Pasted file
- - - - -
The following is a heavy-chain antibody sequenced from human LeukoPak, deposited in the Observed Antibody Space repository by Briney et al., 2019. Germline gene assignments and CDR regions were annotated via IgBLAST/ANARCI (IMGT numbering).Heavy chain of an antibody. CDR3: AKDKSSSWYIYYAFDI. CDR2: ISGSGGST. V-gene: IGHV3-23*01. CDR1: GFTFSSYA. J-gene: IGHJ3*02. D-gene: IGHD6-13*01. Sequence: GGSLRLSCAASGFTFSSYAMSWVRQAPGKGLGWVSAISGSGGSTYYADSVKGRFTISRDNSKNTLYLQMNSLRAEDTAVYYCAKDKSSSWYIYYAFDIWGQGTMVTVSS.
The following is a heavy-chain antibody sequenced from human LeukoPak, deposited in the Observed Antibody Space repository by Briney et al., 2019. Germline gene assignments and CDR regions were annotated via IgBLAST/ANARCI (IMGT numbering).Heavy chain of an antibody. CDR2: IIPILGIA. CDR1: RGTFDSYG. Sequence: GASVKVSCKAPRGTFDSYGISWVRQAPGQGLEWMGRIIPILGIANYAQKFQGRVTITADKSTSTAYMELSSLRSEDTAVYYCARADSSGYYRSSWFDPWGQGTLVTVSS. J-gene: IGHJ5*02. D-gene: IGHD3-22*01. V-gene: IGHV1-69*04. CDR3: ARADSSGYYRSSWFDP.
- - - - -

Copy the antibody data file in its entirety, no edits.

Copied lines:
The following is a heavy-chain antibody sequenced from human LeukoPak, deposited in the Observed Antibody Space repository by Briney et al., 2019. Germline gene assignments and CDR regions were annotated via IgBLAST/ANARCI (IMGT numbering).Heavy chain of an antibody. CDR3: AKDKSSSWYIYYAFDI. CDR2: ISGSGGST. V-gene: IGHV3-23*01. CDR1: GFTFSSYA. J-gene: IGHJ3*02. D-gene: IGHD6-13*01. Sequence: GGSLRLSCAASGFTFSSYAMSWVRQAPGKGLGWVSAISGSGGSTYYADSVKGRFTISRDNSKNTLYLQMNSLRAEDTAVYYCAKDKSSSWYIYYAFDIWGQGTMVTVSS.
The following is a heavy-chain antibody sequenced from human LeukoPak, deposited in the Observed Antibody Space repository by Briney et al., 2019. Germline gene assignments and CDR regions were annotated via IgBLAST/ANARCI (IMGT numbering).Heavy chain of an antibody. CDR2: IIPILGIA. CDR1: RGTFDSYG. Sequence: GASVKVSCKAPRGTFDSYGISWVRQAPGQGLEWMGRIIPILGIANYAQKFQGRVTITADKSTSTAYMELSSLRSEDTAVYYCARADSSGYYRSSWFDPWGQGTLVTVSS. J-gene: IGHJ5*02. D-gene: IGHD3-22*01. V-gene: IGHV1-69*04. CDR3: ARADSSGYYRSSWFDP.